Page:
I'm still amazed this actually worked. I'd like to add what I learned though. In my case, I didn't buy a replacement jack, I just used the old one. I cut the headphone cord at the jack base, then took apart the jack until it was just the end. Then, I saudered the wires onto the jack. It looked awful, but when I plugged it in it actually worked! Note: simply touching the wires to the appropriate spot on the jack didn't work, you'll need to sauder the wires onto the jack. Lastly, if you use the heat shrink tubing, you might want to slip them onto the wire before saudering, just in case they won't fit after the jack is on. Great instructible! I'll never throw a pair of headphones away again!
i live in Toronto, ON. Where can I get replacement jacks? Our &quot;'Radio Shack<em> is now called the </em>The Source by Circuit City<em> doesn't have them. Any suggestions? Preferably locally so i don't have to pay for shipping or wait :)</em><br/>Thanks!<br/>
The notation didn't help. It would've been nice for you to have mentioned what wires to solder to what part of the jack.
I'm gonna try this DIY, because my in-ear have died, but I have some other headphones with just the connector damaged, so, maybe tomorrow I could start with this one...
How do you know if it is a problem with the jack or something else? How much does the jack you used cost?
diy dave. . . <br/><br/>it's sort of a process of elimination. <br/><br/>both the right and left side were going in and out simultaneously. (if it was only one side i would jiggle the cable going to it to see if it it went in and out. and then i could narrow it to just one earbud.) i sort of 'gently' twisted the cable and check it for nicks and such, and the only time it got better or worse was when i jiggled it right at the bend in the old jack.<br/><br/>then i tried a different set of headphone on my player to see if it was the player's jack. . . they worked fine. . . and as a final bit, i tested the sketchy headphones on a different player and had the same problem with them. i got them to go in and out by fussing with the cable right at the jack.<br/><br/>the one i bought from radio shack. . . just under $4, and i went for a higher grade one. . . so there were definitely cheaper ones.<br/><br/><a rel="nofollow" href="http://www.radioshack.com/product/index.jsp?productId=2103400&cp=&sr=1&origkw=1%2F8+phono+jacks&kw=1%2F8+phono+jacks&parentPage=search">1/8 jack</a><br/>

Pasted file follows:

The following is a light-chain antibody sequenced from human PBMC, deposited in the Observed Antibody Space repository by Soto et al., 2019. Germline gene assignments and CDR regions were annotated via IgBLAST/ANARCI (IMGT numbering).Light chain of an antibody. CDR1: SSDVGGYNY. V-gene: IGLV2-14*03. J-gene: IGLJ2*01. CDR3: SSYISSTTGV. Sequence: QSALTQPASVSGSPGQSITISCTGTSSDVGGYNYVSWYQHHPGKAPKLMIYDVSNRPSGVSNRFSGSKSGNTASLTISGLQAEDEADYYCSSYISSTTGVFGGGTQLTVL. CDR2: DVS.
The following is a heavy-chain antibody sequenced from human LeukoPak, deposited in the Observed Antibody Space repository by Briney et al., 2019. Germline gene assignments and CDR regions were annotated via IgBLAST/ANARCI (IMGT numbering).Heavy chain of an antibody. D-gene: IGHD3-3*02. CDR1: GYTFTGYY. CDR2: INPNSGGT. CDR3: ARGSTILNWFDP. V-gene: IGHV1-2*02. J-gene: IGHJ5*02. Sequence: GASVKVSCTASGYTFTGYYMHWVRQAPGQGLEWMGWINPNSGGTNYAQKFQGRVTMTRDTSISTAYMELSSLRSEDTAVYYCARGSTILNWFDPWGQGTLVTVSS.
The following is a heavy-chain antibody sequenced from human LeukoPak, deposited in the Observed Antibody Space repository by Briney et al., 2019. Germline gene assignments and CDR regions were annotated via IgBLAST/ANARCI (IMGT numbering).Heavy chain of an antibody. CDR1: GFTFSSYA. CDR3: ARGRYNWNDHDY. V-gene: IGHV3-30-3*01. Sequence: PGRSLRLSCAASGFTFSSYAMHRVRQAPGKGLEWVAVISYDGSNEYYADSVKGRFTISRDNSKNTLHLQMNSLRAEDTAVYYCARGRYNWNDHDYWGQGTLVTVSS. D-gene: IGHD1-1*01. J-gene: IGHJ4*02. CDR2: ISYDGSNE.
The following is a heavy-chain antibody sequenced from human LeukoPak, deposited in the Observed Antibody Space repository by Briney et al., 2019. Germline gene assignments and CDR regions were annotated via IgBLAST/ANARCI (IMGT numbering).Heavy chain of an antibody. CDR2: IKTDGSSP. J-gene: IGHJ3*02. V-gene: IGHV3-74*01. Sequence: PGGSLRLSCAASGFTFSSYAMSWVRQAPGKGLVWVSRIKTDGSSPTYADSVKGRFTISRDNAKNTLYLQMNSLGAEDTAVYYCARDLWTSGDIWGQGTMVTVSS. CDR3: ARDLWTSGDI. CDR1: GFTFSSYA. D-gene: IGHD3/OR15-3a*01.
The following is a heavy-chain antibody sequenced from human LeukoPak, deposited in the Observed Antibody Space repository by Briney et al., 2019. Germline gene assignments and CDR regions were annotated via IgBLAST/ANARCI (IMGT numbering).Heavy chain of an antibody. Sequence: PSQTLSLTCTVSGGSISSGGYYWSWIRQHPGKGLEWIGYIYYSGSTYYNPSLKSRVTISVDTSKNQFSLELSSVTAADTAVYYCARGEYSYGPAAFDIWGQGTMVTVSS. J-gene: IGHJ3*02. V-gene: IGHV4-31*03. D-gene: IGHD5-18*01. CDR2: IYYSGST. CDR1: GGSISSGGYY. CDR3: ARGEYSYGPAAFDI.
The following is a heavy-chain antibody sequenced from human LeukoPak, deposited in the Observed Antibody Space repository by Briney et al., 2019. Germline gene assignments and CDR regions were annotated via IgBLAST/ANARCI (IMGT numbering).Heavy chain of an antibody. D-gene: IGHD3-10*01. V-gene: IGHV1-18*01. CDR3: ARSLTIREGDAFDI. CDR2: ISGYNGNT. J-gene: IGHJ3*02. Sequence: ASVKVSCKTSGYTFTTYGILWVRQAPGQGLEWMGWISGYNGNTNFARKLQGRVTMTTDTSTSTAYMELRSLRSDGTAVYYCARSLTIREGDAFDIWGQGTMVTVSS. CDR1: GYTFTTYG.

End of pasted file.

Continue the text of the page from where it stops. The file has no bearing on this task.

Thanks for your help
Actually that looks far slicker than most headphones, the connector does anyway, be a bit bulky for some items but cool nonetheless Anotehr good trick to prolong the life is to add a thin piece of heat shrink or tape for an inch or so after the larger casing, this make bending a bit less strainful on the inner cables so they live for a lot longer, I tape all of my headphones when I get them and since starting that they've all died from blowin drivers or damage via standing on them...
I just take the magnets out of the cheap ones ...My good ones got broken at the very spot yours are broke at and I do have a few 1/8 inch jacks somewhere in the garage now I will save $25 or so .I have the shack butane iron it is OK for some things but sucks at others ..like small work... would lose it but a present from the kids
I usually just cut all the rubber off the old plug, re-solder the connections, and cover it in glue. Sometimes I paint the glue. Its ugly(er) but cheap. Nice idea though.
yeah, i've mutilated many a plug attempting to do the same. i actually find that working with a new plug is easier and less frustrating for me.
Sweet. I don't throw 'em away, I just throw them in a drawer or something. Nice job, what kind of soldering iron is that? It looks cool. +5/5 stars.
the soldering iron is a weller butane soldering iron. <br/>(http://www.action-electronics.com/weller.htm#Butane)<br/>i love the butane iron, i started on the cheaper radio shack ones, and then eventually upgraded. i prefer it over electric any day.<br/>
Very nice, I do this all the time
that's what i always do , great 'ible ! kinda resembles mine
that looks very clean, high five! (i'm mixing it up, instead of saying "5/5" or "10 stars", I'm giving out high fives)